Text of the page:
Inside our hotbox, the fan began spinning as soon as the load reached 400 Watts. Still, the fan did not further speed up until the load exceeded 700 Watts, and beyond that the maximum speed did not go much higher than what we saw in our our room temperature testing, maintaining very low sound pressure levels. The internal temperatures remain relatively low, considering the high ambient temperatures, and are noticeably lower than the original RM1000 as well. However, we should mention that the original RM1000 had slightly lower noise figures under maximum load, indicating that the cooling profile of the newer RM1000i/RM1000x units is a little more aggressive.

Cold Test Results Final Words & Conclusion
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  • elforeign - Wednesday, September 30, 2015 - link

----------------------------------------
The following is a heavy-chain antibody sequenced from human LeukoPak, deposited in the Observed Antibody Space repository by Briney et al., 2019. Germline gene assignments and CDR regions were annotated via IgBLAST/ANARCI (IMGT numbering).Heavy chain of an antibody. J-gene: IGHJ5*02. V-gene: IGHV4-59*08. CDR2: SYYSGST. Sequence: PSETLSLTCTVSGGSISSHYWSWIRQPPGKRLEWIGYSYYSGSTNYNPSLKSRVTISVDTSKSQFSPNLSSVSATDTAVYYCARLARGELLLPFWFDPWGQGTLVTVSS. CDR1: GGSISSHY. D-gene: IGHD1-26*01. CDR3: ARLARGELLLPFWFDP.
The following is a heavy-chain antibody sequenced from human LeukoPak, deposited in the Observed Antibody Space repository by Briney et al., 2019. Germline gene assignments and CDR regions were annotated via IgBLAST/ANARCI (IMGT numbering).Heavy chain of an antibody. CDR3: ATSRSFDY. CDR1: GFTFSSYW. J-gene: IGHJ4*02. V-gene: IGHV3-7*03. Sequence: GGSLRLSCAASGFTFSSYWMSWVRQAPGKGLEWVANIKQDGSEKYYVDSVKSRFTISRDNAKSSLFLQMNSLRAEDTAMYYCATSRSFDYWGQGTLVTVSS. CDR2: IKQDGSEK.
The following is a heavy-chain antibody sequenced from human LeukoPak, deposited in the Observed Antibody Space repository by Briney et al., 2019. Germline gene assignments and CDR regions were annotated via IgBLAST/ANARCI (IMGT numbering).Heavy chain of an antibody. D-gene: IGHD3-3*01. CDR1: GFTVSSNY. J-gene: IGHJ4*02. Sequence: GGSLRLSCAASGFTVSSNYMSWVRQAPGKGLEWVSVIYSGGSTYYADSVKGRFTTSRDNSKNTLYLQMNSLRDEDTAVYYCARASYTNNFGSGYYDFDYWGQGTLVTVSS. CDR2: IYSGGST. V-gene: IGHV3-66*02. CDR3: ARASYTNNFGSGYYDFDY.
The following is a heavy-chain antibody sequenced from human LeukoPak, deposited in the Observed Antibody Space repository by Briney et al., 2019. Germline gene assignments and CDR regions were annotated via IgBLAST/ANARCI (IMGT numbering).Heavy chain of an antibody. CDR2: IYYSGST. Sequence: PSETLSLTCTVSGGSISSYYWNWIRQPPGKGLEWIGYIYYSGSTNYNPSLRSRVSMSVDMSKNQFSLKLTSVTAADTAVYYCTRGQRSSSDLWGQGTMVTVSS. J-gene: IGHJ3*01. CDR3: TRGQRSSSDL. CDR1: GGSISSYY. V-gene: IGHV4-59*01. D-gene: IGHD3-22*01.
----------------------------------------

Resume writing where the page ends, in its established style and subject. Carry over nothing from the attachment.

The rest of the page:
I do remember seeing that this was accounted for in the Cablemod custom cables and they do indeed have the proper cabling design to uphold the ripple suppression seen in the stock cables.
  • FriendlyUser - Wednesday, September 30, 2015 - link

    Great review as usual. I was wondering why nobody makes PSUs with EPS 8pin outputs... Such high-wattage units would be perfect for a dual-CPU WS.
  • jonnyGURU - Wednesday, September 30, 2015 - link

    What do you mean? MOST PSUs have EPS 8-pin connectors. Typically two for dual CPU WS's.
  • FriendlyUser - Thursday, October 1, 2015 - link

    I am sorry, I read the table quickly and just saw the line EPS-8pin empty. However, I still don't get what sort of PSU I need to power, for example, an ASUS X99-E WS, which needs (I quote from the ASUS website):